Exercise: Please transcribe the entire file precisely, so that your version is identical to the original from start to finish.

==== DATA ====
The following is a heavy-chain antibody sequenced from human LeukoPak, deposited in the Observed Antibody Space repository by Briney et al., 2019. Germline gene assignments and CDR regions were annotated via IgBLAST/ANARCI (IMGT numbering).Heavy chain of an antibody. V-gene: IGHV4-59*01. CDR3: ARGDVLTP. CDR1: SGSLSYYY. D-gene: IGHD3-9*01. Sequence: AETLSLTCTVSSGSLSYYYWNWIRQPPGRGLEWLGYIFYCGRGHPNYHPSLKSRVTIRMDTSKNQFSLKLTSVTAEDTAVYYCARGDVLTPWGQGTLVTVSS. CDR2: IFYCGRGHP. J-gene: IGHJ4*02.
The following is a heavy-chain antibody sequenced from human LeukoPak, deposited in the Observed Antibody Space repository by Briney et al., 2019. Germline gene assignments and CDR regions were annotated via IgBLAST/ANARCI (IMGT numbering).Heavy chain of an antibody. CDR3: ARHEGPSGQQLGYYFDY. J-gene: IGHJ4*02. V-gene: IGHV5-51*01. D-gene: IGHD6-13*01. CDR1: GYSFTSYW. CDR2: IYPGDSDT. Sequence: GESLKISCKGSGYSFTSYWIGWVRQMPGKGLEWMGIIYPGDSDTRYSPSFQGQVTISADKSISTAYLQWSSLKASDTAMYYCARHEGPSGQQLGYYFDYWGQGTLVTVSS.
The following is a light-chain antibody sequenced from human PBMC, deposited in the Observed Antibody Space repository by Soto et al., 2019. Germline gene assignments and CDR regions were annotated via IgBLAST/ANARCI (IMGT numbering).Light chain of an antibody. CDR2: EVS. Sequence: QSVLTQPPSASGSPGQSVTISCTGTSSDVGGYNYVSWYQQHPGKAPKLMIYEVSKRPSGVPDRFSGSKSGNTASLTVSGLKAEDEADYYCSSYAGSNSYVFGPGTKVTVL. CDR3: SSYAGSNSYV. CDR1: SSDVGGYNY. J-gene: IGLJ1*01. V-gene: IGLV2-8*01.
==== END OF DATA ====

The following is a heavy-chain antibody sequenced from human LeukoPak, deposited in the Observed Antibody Space repository by Briney et al., 2019. Germline gene assignments and CDR regions were annotated via IgBLAST/ANARCI (IMGT numbering).Heavy chain of an antibody. V-gene: IGHV4-59*01. CDR3: ARGDVLTP. CDR1: SGSLSYYY. D-gene: IGHD3-9*01. Sequence: AETLSLTCTVSSGSLSYYYWNWIRQPPGRGLEWLGYIFYCGRGHPNYHPSLKSRVTIRMDTSKNQFSLKLTSVTAEDTAVYYCARGDVLTPWGQGTLVTVSS. CDR2: IFYCGRGHP. J-gene: IGHJ4*02.
The following is a heavy-chain antibody sequenced from human LeukoPak, deposited in the Observed Antibody Space repository by Briney et al., 2019. Germline gene assignments and CDR regions were annotated via IgBLAST/ANARCI (IMGT numbering).Heavy chain of an antibody. CDR3: ARHEGPSGQQLGYYFDY. J-gene: IGHJ4*02. V-gene: IGHV5-51*01. D-gene: IGHD6-13*01. CDR1: GYSFTSYW. CDR2: IYPGDSDT. Sequence: GESLKISCKGSGYSFTSYWIGWVRQMPGKGLEWMGIIYPGDSDTRYSPSFQGQVTISADKSISTAYLQWSSLKASDTAMYYCARHEGPSGQQLGYYFDYWGQGTLVTVSS.
The following is a light-chain antibody sequenced from human PBMC, deposited in the Observed Antibody Space repository by Soto et al., 2019. Germline gene assignments and CDR regions were annotated via IgBLAST/ANARCI (IMGT numbering).Light chain of an antibody. CDR2: EVS. Sequence: QSVLTQPPSASGSPGQSVTISCTGTSSDVGGYNYVSWYQQHPGKAPKLMIYEVSKRPSGVPDRFSGSKSGNTASLTVSGLKAEDEADYYCSSYAGSNSYVFGPGTKVTVL. CDR3: SSYAGSNSYV. CDR1: SSDVGGYNY. J-gene: IGLJ1*01. V-gene: IGLV2-8*01.